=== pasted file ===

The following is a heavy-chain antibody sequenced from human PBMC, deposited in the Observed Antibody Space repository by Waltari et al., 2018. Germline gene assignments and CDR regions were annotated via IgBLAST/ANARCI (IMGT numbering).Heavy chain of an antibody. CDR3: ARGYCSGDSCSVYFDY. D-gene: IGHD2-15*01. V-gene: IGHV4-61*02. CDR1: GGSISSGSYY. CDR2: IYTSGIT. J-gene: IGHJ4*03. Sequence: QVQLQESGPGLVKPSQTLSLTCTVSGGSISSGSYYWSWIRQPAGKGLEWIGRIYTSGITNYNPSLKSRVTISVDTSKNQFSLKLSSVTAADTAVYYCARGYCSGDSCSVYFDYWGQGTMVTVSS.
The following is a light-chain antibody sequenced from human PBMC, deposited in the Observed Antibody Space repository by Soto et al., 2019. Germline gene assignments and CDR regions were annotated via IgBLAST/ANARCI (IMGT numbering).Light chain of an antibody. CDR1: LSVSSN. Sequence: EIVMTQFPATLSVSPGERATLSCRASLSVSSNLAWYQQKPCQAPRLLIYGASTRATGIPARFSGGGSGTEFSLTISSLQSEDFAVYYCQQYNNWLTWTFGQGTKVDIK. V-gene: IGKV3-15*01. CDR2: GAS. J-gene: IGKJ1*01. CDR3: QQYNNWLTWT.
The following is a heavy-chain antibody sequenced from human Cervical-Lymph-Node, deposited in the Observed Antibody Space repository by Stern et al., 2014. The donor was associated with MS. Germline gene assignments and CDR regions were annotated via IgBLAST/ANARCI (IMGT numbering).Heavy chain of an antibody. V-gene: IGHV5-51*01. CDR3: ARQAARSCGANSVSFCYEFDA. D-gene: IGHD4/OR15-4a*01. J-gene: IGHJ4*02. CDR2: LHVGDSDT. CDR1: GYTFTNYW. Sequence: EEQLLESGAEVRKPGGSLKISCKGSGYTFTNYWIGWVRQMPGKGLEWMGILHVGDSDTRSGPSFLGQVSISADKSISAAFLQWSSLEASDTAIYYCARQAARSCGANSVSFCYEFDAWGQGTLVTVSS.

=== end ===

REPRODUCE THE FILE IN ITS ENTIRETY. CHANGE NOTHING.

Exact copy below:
The following is a heavy-chain antibody sequenced from human PBMC, deposited in the Observed Antibody Space repository by Waltari et al., 2018. Germline gene assignments and CDR regions were annotated via IgBLAST/ANARCI (IMGT numbering).Heavy chain of an antibody. CDR3: ARGYCSGDSCSVYFDY. D-gene: IGHD2-15*01. V-gene: IGHV4-61*02. CDR1: GGSISSGSYY. CDR2: IYTSGIT. J-gene: IGHJ4*03. Sequence: QVQLQESGPGLVKPSQTLSLTCTVSGGSISSGSYYWSWIRQPAGKGLEWIGRIYTSGITNYNPSLKSRVTISVDTSKNQFSLKLSSVTAADTAVYYCARGYCSGDSCSVYFDYWGQGTMVTVSS.
The following is a light-chain antibody sequenced from human PBMC, deposited in the Observed Antibody Space repository by Soto et al., 2019. Germline gene assignments and CDR regions were annotated via IgBLAST/ANARCI (IMGT numbering).Light chain of an antibody. CDR1: LSVSSN. Sequence: EIVMTQFPATLSVSPGERATLSCRASLSVSSNLAWYQQKPCQAPRLLIYGASTRATGIPARFSGGGSGTEFSLTISSLQSEDFAVYYCQQYNNWLTWTFGQGTKVDIK. V-gene: IGKV3-15*01. CDR2: GAS. J-gene: IGKJ1*01. CDR3: QQYNNWLTWT.
The following is a heavy-chain antibody sequenced from human Cervical-Lymph-Node, deposited in the Observed Antibody Space repository by Stern et al., 2014. The donor was associated with MS. Germline gene assignments and CDR regions were annotated via IgBLAST/ANARCI (IMGT numbering).Heavy chain of an antibody. V-gene: IGHV5-51*01. CDR3: ARQAARSCGANSVSFCYEFDA. D-gene: IGHD4/OR15-4a*01. J-gene: IGHJ4*02. CDR2: LHVGDSDT. CDR1: GYTFTNYW. Sequence: EEQLLESGAEVRKPGGSLKISCKGSGYTFTNYWIGWVRQMPGKGLEWMGILHVGDSDTRSGPSFLGQVSISADKSISAAFLQWSSLEASDTAIYYCARQAARSCGANSVSFCYEFDAWGQGTLVTVSS.